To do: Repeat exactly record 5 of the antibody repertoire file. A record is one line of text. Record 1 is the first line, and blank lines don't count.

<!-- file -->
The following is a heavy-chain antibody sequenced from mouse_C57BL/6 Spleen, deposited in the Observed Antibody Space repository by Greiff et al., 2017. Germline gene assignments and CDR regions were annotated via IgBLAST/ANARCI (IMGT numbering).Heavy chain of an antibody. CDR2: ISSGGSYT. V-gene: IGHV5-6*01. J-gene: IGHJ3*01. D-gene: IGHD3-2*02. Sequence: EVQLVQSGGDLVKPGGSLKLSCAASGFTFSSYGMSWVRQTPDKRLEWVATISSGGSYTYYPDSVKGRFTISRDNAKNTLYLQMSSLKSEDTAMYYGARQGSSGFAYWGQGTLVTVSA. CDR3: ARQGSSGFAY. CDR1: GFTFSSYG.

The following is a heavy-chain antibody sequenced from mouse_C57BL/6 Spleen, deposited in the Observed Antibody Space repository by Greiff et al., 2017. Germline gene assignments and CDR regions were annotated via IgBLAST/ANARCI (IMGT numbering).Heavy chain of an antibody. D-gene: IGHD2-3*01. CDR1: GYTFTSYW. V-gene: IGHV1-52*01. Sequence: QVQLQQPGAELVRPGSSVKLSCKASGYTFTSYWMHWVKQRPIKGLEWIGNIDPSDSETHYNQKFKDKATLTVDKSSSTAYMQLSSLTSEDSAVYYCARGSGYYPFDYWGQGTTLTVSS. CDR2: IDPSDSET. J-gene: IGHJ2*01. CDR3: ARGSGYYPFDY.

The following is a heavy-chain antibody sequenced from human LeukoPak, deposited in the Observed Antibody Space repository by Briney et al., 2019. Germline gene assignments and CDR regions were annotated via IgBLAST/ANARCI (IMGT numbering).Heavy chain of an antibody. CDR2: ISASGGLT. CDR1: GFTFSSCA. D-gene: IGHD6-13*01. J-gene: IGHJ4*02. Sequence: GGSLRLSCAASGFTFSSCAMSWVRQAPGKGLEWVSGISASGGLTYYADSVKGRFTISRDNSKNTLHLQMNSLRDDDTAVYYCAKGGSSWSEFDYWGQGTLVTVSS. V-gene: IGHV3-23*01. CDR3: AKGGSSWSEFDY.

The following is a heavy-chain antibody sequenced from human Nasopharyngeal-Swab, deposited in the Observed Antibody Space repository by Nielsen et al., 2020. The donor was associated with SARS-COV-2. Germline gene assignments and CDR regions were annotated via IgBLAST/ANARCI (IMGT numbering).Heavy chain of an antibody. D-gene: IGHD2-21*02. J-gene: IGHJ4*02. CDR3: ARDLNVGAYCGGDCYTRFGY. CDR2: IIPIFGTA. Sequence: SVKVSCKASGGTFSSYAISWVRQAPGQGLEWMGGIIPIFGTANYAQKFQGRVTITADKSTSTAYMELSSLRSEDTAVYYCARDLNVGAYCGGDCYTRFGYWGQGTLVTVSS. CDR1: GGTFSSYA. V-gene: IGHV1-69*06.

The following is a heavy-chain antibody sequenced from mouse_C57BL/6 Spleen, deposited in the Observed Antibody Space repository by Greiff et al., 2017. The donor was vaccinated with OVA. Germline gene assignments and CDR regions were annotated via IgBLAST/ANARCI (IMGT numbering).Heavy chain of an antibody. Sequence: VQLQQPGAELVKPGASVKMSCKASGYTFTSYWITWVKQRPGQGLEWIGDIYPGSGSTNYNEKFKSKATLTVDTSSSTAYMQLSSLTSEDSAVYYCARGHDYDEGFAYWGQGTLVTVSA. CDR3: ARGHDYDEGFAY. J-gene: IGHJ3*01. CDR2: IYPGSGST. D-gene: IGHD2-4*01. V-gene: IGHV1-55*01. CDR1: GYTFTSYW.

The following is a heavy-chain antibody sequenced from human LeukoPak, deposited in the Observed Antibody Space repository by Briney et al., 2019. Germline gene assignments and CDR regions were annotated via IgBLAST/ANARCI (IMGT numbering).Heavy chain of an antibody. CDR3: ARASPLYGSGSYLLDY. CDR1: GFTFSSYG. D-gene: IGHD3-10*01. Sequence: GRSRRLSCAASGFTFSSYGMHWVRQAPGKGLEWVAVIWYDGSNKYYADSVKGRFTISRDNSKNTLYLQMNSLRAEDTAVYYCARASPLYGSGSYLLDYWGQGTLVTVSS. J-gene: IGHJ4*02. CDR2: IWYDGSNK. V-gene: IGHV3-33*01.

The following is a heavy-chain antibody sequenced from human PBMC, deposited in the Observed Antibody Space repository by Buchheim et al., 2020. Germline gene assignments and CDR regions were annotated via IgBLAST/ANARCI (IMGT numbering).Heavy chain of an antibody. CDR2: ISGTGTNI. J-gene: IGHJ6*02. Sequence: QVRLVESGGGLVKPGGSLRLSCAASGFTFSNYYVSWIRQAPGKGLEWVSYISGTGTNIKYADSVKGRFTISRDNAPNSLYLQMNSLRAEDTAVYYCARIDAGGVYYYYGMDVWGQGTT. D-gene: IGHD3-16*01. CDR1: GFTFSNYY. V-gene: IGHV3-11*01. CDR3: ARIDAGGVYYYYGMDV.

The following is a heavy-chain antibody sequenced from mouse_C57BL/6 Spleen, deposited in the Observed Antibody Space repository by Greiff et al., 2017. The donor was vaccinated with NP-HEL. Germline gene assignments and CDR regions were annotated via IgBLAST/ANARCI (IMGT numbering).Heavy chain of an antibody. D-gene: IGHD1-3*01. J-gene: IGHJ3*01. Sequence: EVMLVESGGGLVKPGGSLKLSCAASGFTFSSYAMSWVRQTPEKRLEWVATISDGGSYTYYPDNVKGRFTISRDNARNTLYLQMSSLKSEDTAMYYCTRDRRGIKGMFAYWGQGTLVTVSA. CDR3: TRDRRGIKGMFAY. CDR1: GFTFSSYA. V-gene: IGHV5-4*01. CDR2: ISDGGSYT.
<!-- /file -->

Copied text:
The following is a heavy-chain antibody sequenced from mouse_C57BL/6 Spleen, deposited in the Observed Antibody Space repository by Greiff et al., 2017. The donor was vaccinated with OVA. Germline gene assignments and CDR regions were annotated via IgBLAST/ANARCI (IMGT numbering).Heavy chain of an antibody. Sequence: VQLQQPGAELVKPGASVKMSCKASGYTFTSYWITWVKQRPGQGLEWIGDIYPGSGSTNYNEKFKSKATLTVDTSSSTAYMQLSSLTSEDSAVYYCARGHDYDEGFAYWGQGTLVTVSA. CDR3: ARGHDYDEGFAY. J-gene: IGHJ3*01. CDR2: IYPGSGST. D-gene: IGHD2-4*01. V-gene: IGHV1-55*01. CDR1: GYTFTSYW.